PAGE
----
Subject: Why did Jesus need to be made like us, lower than the angels?
Complement: Jesus fulfilled the divine plan for humanity by identifying with us, breaking the power of sin, removing the fear of death, making atonement, and paving the way to eternal glory.
All of these ideas are in the passage. The authors seems to be most pre-occupied with the notion that Jesus identified with us by becoming fully human and for a time, lower than the angels. As human he can be a priest and make atonement. But those ideas come around again later in the letter, so I did not center the sermon on that point. The unique idea in this passage is that Jesus is our champion, the pioneer of our faith. He not only breaks the power of the one who “holds power over death – that is the devil” but he also frees those who were “held in slavery” by their fear of death. Looking back on the sermon I really did not address at all the personal evil of the devil and his place as the one who has power over death. I concentrated on Jesus being fully human and on our fear of death. The sermon could have flowed in many directions but the notion of Jesus’ humanity and how that makes him “one of us” is central to the exegesis.
Preaching Idea: Jesus broke the power and fear of death so we are free to live.
I went to the mall with Debbie on a Friday night and I forgot to bring my phone. There was of course that moment where I had to realize that I had lived most of my adult life without a cell phone. I would be okay. Debbie had to return something, so the first stop was a women’s store and I told Deb I would wait outside. If I had had a phone I would have buried my face in it checking baseball scores but I didn’t, so I just sat and watched people go by, which is a fascinating thing to do. People are amazing. I saw every variety imaginable, every age, race, size and shape. And each one has a story. They were all so normal, flawed, preoccupied, insecure, rushing, talking, posing for others. There were awkward teens standing in circles, busy young families navigating strollers, couples hand in hand, older people sensibly dressed walking purposefully as if they were hunting something. They were all very normal and in their own way wonderful.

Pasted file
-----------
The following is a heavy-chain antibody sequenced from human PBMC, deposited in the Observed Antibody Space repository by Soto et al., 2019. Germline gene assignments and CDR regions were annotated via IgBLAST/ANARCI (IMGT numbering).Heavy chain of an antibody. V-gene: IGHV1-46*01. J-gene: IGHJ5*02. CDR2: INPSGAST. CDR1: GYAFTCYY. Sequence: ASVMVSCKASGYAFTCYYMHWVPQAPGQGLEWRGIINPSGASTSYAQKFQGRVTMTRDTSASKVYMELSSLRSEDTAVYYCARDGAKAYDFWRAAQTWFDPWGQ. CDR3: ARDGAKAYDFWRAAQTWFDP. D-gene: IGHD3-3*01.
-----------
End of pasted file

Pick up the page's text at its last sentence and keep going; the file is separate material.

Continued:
But they we were all in a mall, so while they went about their normal lives they were surrounded by images that pointed out how imperfect we all are. All the people in the photo displays are gorgeous. All the clothes displayed are new. Everything is neat and organized. All the displays are designed to make us feel old, chaotic, lost, desperate and ready to buy something that will change us. We are all susceptible because we realize our flaws.
So are we wonderful or are we deeply flawed and broken? The answer of course is “yes.”
No matter what code religion or path you choose to follow in life, everyone has to face this question: what is a person? As I watched the people in the mall I though about Psalm 8 which the writer of Hebrews quotes in chapter 2, the passage we are studying this morning. Psalm 8 says
Lord, our Lord,
how majestic is your name in all the earth!
You have set your glory
in the heavens…
3 When I consider your heavens,
the work of your fingers,
the moon and the stars,
which you have set in place,
4 what is mankind that you are mindful of them,
human beings that you care for them?
Humans are pretty great since they are little lower than the angels but really only Jesus fulfills that calling
Psalm 8 at says this: God is great; he is the creator of everything and it is amazing that he care hears and cares for us. In Genesis 1-2 God places humans over all of his creation. The writer of Hebrews quotes this, but reminds us that we don’t see this now. This is a reality of our world; for every great expression of the unity of humanity and endless possibilities of our cooperation there is another showing how scary the world is and how incapable we are of running it.
Not everything is under humanity’s feet as the Psalmist says: